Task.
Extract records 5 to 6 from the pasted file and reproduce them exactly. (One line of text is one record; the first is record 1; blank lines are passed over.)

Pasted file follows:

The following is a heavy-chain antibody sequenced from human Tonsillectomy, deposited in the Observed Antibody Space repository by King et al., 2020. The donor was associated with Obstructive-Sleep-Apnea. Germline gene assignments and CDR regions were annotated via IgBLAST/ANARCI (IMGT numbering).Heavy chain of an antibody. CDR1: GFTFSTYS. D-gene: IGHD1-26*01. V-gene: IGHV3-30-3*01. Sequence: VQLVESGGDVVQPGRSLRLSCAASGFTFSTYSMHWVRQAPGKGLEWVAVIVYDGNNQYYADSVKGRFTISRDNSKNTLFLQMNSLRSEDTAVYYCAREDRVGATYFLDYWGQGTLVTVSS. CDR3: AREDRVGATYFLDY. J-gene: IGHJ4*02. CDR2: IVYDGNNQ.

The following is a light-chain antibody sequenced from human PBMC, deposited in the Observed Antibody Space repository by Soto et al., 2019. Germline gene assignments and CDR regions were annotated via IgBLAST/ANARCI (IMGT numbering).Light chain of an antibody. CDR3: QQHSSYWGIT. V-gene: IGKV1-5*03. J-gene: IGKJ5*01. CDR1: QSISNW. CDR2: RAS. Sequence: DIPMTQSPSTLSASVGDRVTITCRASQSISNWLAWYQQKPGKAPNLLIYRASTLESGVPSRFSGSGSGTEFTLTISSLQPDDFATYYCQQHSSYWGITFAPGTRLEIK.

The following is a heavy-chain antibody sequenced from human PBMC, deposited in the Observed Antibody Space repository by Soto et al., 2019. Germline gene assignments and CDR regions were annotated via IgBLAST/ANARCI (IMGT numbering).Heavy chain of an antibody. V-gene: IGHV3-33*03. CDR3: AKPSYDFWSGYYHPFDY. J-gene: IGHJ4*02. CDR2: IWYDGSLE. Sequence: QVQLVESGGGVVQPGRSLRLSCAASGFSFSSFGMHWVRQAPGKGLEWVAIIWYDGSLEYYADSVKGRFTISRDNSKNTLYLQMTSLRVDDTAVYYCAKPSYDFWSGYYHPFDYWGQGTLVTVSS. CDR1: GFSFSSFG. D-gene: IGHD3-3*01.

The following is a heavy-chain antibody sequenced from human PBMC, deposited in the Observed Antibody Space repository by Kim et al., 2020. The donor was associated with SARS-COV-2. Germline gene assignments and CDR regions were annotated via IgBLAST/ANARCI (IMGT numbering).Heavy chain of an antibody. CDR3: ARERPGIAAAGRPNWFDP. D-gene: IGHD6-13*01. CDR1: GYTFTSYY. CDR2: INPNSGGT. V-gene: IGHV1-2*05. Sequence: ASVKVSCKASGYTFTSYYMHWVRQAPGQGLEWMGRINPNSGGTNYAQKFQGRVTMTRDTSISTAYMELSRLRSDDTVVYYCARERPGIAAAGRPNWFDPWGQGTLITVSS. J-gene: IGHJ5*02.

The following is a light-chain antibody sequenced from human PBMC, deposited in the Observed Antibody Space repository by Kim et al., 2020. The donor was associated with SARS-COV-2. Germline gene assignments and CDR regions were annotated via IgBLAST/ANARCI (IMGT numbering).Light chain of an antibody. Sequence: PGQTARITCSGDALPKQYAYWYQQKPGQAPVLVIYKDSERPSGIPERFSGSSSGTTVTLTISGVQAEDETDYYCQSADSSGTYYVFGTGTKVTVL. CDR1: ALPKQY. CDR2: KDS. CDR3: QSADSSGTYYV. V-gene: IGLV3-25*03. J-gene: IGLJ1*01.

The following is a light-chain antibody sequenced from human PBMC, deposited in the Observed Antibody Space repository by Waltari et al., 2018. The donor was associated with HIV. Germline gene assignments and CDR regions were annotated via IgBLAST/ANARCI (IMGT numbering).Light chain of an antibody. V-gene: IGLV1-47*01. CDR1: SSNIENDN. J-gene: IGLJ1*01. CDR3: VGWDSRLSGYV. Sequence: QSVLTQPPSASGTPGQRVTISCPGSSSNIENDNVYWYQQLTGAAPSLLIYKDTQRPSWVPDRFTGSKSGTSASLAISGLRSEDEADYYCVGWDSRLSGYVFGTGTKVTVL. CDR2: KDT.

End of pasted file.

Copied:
The following is a light-chain antibody sequenced from human PBMC, deposited in the Observed Antibody Space repository by Kim et al., 2020. The donor was associated with SARS-COV-2. Germline gene assignments and CDR regions were annotated via IgBLAST/ANARCI (IMGT numbering).Light chain of an antibody. Sequence: PGQTARITCSGDALPKQYAYWYQQKPGQAPVLVIYKDSERPSGIPERFSGSSSGTTVTLTISGVQAEDETDYYCQSADSSGTYYVFGTGTKVTVL. CDR1: ALPKQY. CDR2: KDS. CDR3: QSADSSGTYYV. V-gene: IGLV3-25*03. J-gene: IGLJ1*01.

The following is a light-chain antibody sequenced from human PBMC, deposited in the Observed Antibody Space repository by Waltari et al., 2018. The donor was associated with HIV. Germline gene assignments and CDR regions were annotated via IgBLAST/ANARCI (IMGT numbering).Light chain of an antibody. V-gene: IGLV1-47*01. CDR1: SSNIENDN. J-gene: IGLJ1*01. CDR3: VGWDSRLSGYV. Sequence: QSVLTQPPSASGTPGQRVTISCPGSSSNIENDNVYWYQQLTGAAPSLLIYKDTQRPSWVPDRFTGSKSGTSASLAISGLRSEDEADYYCVGWDSRLSGYVFGTGTKVTVL. CDR2: KDT.